Subjective & Objective Styles of Writing
The subjective style of writing gives your opinion; it is a personal interpretation of your topic. The objective style, on the other hand, is entirely fact-based and unbiased, and is based on your reviewing many aspects of an idea. A blog or editorial is subjective, while a news article is objective. The two writing are distinctive, although both can mix, sometimes with confusing results for the reader: Are they reading factual information or not?
1 All Writing Subjective
In a sense all writing style is subjective, since all writers select a particular emphasis for a given set of facts. An article about climate change, for example, can take particular facts about the phenomenon and fashion either a pro or con argument, depending on the writer's approach; articles can reflect opposing viewpoints using the same facts. You must read with a discerning eye to recognize a writer's subjectivity, and how much it may influence that writer's supposedly objective viewpoint.
2 True Objectivity
True objectivity occurs when a writer provides accountability. Consider, for example, a lesson plan written for current education; it must be specific and measurable in its results. The lesson is objective -- and has an objective -- because it is accountable. Academic writing also requires objectivity: The emphasis is on the information the author passes on, rather than opinion or personality. The objective writer will avoid the personal pronoun, and leave out phrases such as "in my opinion," "I think" and "I believe," confining himself to facts rather than his interpretation of those facts.
3 Objective Is Professional
Most professional writing, including journalism, is objective. Business and technical styles of writing demand research, formal tone, extensive documentation and clear, concise language. Objective writing is free of slang and idiomatic expressions and does not manipulate facts or offer interpretations. Harvard's Nieman Foundation, excerpting Alex S. Jones' "Losing the News," defines journalistic objectivity as recognizing a reporter's bias -- which is inevitable -- but also requiring that the bias stand up to evidence and results. In other words, objective writing style produces results that can be measured, just as in science.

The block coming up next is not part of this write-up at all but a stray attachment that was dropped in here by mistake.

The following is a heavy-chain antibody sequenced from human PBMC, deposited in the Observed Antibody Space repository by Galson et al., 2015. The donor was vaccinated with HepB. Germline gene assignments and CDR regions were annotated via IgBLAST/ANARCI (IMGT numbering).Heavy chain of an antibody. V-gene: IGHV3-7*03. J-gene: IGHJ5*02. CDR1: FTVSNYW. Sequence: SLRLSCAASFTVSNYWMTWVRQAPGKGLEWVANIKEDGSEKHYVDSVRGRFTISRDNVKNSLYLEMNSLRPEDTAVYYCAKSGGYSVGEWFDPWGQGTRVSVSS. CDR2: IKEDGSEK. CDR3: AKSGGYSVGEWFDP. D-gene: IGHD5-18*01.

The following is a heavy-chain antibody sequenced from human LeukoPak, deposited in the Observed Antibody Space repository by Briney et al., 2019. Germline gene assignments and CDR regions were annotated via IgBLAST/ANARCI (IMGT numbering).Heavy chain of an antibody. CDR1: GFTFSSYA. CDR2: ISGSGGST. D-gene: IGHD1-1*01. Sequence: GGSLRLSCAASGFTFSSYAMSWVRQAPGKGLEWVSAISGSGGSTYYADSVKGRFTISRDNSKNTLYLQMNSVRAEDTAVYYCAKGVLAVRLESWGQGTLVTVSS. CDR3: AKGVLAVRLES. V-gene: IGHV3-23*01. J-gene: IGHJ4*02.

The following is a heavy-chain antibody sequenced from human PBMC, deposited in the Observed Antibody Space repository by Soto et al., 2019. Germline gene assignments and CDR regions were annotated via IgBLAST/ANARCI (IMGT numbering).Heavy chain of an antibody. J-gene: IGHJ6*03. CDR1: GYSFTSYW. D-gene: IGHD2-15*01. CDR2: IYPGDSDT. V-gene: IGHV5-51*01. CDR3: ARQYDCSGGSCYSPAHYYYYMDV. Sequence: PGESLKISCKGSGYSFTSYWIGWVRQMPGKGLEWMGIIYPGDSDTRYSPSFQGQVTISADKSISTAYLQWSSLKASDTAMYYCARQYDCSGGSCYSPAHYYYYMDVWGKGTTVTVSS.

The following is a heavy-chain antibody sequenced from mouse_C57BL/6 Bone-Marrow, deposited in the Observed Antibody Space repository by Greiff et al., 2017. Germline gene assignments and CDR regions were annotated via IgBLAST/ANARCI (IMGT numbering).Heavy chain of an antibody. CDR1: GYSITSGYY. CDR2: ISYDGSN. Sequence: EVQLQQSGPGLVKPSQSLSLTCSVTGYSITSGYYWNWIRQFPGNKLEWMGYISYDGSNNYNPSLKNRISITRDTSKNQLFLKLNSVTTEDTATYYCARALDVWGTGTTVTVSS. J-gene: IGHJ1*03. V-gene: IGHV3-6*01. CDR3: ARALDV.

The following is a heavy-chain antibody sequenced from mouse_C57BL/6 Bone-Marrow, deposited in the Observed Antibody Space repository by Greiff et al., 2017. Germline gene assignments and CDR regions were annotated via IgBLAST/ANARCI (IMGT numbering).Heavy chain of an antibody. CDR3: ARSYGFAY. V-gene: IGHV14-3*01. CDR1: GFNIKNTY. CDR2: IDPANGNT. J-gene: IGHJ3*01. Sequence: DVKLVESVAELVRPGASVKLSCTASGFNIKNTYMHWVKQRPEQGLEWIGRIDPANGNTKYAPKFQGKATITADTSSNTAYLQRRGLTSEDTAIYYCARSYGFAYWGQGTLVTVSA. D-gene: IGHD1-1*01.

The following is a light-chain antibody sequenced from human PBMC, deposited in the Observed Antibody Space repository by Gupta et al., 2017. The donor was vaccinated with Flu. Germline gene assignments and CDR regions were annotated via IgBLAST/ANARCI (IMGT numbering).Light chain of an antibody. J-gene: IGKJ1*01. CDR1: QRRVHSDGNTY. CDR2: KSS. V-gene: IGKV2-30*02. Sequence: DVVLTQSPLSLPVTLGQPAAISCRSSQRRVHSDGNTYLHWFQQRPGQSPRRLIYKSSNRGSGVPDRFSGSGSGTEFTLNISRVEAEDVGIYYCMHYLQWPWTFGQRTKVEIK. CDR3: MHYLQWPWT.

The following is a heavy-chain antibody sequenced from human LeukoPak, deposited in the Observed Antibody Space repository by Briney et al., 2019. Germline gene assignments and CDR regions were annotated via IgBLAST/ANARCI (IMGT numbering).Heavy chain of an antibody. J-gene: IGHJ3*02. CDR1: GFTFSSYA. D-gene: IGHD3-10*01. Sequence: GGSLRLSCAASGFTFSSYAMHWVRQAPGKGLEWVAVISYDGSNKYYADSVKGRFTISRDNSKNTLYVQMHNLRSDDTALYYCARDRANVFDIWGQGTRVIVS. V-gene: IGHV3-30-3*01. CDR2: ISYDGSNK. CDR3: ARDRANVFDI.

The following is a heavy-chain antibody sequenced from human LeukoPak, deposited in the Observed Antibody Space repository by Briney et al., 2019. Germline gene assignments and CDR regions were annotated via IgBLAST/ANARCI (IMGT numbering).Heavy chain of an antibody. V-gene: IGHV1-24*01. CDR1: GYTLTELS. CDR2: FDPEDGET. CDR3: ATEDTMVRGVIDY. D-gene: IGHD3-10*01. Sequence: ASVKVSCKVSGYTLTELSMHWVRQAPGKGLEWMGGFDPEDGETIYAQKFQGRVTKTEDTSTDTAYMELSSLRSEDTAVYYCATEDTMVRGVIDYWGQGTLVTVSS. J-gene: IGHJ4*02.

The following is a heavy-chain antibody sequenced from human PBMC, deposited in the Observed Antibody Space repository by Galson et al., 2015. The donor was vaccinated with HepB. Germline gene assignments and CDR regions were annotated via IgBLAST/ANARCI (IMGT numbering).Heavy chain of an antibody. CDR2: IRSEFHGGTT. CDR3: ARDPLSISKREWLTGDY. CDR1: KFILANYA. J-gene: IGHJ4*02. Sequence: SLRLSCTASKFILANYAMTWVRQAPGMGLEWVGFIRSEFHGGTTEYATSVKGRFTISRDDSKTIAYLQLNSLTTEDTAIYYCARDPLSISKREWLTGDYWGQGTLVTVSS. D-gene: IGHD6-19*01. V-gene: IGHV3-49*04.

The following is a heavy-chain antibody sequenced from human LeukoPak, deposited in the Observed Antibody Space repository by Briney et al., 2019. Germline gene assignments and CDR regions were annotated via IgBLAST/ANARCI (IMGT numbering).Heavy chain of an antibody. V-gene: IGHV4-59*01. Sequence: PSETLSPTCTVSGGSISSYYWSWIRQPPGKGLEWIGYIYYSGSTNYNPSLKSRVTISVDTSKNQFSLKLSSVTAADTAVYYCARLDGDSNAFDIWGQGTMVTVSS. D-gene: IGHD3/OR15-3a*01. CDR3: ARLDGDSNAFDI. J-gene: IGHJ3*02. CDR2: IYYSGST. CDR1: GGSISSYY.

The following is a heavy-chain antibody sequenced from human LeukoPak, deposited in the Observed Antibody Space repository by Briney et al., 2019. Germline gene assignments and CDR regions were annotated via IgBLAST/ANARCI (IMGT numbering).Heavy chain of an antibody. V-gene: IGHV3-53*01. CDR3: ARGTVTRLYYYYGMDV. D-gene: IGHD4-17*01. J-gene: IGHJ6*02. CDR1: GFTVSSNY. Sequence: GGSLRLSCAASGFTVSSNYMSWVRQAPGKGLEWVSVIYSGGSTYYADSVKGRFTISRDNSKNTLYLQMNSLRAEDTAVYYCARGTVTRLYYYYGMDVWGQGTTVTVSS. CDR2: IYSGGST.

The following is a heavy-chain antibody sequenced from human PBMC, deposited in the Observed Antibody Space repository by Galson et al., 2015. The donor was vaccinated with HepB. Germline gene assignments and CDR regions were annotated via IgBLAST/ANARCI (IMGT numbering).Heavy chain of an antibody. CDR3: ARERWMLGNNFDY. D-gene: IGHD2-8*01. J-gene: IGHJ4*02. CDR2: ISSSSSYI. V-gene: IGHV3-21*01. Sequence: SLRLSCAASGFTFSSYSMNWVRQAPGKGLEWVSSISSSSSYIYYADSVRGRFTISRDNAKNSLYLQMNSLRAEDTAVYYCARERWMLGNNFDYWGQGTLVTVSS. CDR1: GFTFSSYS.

4 Subjective Writing in Blogs
Subjective writing, in contrast, focuses on the writer's experience, personality and opinions. The personal pronoun is evident throughout; phrases such as "I think" and "in my opinion" should be used to distinguish the author's subjective point of view from the facts. Subjective writing exists most vividly in Internet blogs, which feature unlimited subject matter and diverse opinions. Subjective writing, a freer and far less restrained writing style, provides authors with a pressure valve. Even CEOs, whose entire day is spent in writing objective, business-style reports, unwind by writing subjective blogs at day's end.
- 1 Old Dominion University: Information Literacy @ ODU: Subjective vs Objective
- 2 University of North Carolina at Chapel Hill: The Writing Center: Style
- 3 ProCon.org: Climate Change
- 4 Glencoe: A Clear Guide to Writing Objective Statements
- 5 Using English for Academic Purposes: Features of Academic Writing
- 6 Purdue University: Online Writing Lab: Professional, Technical Writing
- 7 Harvard University: Nieman Reports: An Argument Why Journalists Should Not Abandon Objectivity
- 8 Connecticut Community College: Home Sentence Sense: 17.2 From Personal to Public Writing: Subjective and Objective Poles
- 9 TheWritersSite.com: Writing and Literary Blogs